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The designer who pioneered modernity and austerity in the Eighties made a triumphant return to New York’s fashion week. Once known as something of a fashion monk, Ronaldus Shamask reminded people just what they had been missing, with wearable clothes full of technical details that, in the hands of the designer, seemed effortless. The result? A standing ovation. WWD Collections caught up with the designer over some vegetable dumplings and steamed salmon after the shows were over to discuss his past, present and future.
This story first appeared in the November 14, 2011 issue of WWD. Subscribe Today.
Ronaldus, it was great to have you back on the runway. How did it feel for you?
Fabulous. It was so much fun. Normally, when you do a collection and you open the showroom, it doesn’t seem as complete as doing a fashion show. With a show, you have a deadline and everything has to come together at that moment. So it’s a completion of a process. It’s all very choreographed. It’s like the ballet. It’s design, merchandising, the ultimate look with the hair and makeup. That’s the moment.
Why the 10-year wait?
I was very focused on running a company, and my time was really spent on my clientele. I also felt that if you have a conversation, say at a dinner party, and you feel everything has been said and you don’t really have anything else to contribute, it’s better just to stay silent. It seemed a distraction at the time. It’s the difference between doing a Broadway production and doing a movie with worldwide distribution. This was like making a movie.
What’s different now from how it was then?
The media. Everything you do now is in cyberspace, and there is so much social media between Twitter, Facebook and all the Web sites that have an instant response to what you do. In a way, it’s very exciting, because the communication is there, but on the other hand, it’s very fast. The difference is in how good you are at understanding the media, at communicating and having a dialogue. At the same time, if you don’t have clothes, it becomes the emperor’s clothing. You can do the most fantastic show, but ultimately it must be something that people want to wear and feel they would like to buy.
Were there any surprises—pleasant or unpleasant?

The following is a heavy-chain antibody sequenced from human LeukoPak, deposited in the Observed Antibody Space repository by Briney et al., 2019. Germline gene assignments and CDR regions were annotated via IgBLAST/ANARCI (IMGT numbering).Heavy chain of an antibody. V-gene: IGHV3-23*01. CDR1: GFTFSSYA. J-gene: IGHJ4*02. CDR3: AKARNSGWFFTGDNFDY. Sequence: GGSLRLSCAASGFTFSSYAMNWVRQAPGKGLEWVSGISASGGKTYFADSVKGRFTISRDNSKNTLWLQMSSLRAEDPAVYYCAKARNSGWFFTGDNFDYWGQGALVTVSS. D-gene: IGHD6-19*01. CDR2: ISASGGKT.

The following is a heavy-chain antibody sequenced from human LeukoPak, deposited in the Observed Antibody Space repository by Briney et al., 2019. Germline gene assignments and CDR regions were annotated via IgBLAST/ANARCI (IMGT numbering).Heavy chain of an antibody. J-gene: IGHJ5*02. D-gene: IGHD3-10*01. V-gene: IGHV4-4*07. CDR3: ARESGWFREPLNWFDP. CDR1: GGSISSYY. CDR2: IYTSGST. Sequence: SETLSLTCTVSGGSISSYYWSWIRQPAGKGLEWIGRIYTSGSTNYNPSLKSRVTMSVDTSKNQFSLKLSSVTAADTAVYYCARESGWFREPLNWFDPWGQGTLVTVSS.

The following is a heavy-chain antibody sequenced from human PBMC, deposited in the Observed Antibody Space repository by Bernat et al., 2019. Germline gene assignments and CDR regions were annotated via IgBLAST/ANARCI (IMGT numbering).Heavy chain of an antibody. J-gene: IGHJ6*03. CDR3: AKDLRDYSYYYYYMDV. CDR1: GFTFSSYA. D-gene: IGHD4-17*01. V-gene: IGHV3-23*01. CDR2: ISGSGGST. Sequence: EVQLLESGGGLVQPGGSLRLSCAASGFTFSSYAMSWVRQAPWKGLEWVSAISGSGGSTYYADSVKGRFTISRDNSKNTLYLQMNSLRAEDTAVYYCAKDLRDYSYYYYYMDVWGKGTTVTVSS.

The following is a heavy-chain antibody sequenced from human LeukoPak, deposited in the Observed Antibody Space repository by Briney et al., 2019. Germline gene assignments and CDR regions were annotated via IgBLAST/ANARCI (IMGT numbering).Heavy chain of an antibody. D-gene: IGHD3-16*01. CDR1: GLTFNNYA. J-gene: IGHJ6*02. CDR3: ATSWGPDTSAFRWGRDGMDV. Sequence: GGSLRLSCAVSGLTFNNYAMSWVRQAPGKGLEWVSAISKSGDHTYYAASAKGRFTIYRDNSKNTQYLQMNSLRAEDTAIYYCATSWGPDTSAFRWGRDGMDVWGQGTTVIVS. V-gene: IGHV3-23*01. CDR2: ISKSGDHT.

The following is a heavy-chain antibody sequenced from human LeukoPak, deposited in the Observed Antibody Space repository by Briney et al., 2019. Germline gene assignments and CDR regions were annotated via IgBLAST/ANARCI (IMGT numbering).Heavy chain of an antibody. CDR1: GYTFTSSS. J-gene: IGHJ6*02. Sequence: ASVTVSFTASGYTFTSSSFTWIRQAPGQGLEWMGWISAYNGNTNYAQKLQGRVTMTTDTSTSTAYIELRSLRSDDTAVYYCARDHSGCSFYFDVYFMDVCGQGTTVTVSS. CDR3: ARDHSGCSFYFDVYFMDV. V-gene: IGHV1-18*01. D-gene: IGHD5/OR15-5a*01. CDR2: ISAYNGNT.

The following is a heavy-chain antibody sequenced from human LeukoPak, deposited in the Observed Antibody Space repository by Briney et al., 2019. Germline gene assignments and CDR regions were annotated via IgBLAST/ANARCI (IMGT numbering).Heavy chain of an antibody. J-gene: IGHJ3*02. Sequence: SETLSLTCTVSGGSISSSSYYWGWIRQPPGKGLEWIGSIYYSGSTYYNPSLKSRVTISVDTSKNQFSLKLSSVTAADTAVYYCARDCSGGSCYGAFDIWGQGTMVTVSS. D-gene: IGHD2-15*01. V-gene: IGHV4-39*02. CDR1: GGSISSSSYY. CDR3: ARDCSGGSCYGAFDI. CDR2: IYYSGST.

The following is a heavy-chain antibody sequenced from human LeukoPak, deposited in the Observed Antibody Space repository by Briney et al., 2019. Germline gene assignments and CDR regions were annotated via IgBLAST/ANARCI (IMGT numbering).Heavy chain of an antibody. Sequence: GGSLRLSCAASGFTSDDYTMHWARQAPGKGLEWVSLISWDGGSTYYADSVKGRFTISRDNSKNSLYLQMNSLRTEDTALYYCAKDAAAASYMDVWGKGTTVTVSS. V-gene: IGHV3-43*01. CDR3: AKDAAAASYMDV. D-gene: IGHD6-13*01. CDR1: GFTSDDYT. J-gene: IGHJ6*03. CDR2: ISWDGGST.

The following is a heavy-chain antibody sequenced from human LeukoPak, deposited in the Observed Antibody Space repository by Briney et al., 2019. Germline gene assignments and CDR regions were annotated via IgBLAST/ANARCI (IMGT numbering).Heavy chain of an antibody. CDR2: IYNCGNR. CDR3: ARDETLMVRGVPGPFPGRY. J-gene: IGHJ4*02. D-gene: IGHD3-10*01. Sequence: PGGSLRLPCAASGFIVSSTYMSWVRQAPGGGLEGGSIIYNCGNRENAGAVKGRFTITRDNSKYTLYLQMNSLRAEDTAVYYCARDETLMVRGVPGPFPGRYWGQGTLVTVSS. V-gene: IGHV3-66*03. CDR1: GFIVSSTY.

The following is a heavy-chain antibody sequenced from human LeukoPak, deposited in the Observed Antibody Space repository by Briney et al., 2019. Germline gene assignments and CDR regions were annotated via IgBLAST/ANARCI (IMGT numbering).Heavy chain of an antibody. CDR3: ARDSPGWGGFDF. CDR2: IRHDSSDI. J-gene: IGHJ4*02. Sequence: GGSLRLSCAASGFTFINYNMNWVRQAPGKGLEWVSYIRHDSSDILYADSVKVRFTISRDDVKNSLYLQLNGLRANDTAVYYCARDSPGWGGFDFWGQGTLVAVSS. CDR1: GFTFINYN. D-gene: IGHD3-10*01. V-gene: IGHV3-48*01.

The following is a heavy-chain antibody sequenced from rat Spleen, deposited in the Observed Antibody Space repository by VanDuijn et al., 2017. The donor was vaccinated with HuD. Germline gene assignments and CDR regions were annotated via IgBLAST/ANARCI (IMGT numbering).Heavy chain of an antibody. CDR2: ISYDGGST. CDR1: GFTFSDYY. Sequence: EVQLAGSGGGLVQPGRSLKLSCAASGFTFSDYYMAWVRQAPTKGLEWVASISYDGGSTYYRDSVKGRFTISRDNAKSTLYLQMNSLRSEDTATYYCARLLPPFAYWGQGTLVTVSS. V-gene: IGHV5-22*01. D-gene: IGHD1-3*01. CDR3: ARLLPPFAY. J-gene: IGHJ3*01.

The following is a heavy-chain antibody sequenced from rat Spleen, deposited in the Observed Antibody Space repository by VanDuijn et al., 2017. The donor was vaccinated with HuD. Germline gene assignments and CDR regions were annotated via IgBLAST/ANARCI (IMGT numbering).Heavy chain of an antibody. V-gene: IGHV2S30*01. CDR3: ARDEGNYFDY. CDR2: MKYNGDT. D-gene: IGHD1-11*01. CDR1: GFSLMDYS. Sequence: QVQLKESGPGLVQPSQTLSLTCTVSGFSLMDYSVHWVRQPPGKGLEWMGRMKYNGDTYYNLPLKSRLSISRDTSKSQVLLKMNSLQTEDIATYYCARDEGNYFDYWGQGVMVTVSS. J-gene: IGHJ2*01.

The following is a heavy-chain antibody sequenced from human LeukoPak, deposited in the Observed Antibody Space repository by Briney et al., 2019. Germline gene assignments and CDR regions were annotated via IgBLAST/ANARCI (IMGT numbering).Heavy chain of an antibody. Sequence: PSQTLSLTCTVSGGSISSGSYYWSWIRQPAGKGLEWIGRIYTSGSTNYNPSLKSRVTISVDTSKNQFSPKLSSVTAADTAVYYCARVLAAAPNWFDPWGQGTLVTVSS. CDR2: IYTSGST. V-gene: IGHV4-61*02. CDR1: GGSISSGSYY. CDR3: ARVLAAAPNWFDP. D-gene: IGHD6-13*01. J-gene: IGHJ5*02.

The Mercedes-Benz venue made it so easy and smooth, it was effortless. They did an amazing job. The one thing that surprised me is that there were people doing shows at the same time as other designers.
What was your first thought after the last exit?
I was very touched by the welcome that I received. And then I was very nervous because I had planned on having my daughter, Arianne, come down the runway. That, for me, was a wonderful moment, to have her celebrate this with me and walk the runway. She seemed to be quite in control. I was so proud of her.
Did you learn anything new this season?
If you do a show and the end result is the printed word, it’s very different than when you do a show and all the images are immediately available around the world. That means you have to really see it through the eye of how the images work.
The collection was well-received. How did you react to that?
I couldn’t have been happier. These were people who have been so embracing and welcoming, and they have been very supportive of me. I am so grateful. One thing I have learned is that one cannot take anything for granted. I did the collection in five weeks. I shouldn’t say this, but I made a pact with myself that if it wasn’t above standard, I would abort the whole thing two weeks before the show. Two weeks before, I knew I had to show.
Would you have done anything differently?
I would have loved to have developed accessories and fabulous shoes, and the men’s wear…I added some at the last minute as a token, because I’d like to reintroduce men’s wear. Had I had the time, I might have rethought it, but I was quite happy how it went. I had my favorite song in the show. I don’t know how many people picked up on it, but it was “Sympathy for the Devil.” “Please allow me to introduce myself…I have been around since Jesus…Remember my name?” I thought it was making fun of myself.
Will we have to wait another 10 years for the next Shamask show?
No way. I can’t wait to do another show. I think I caught the bug. The show is an opportunity to create a form of perfection. Whether it works out or not, it’s an idealism. It’s about getting the right accessories, hair and makeup, and having a total point of view.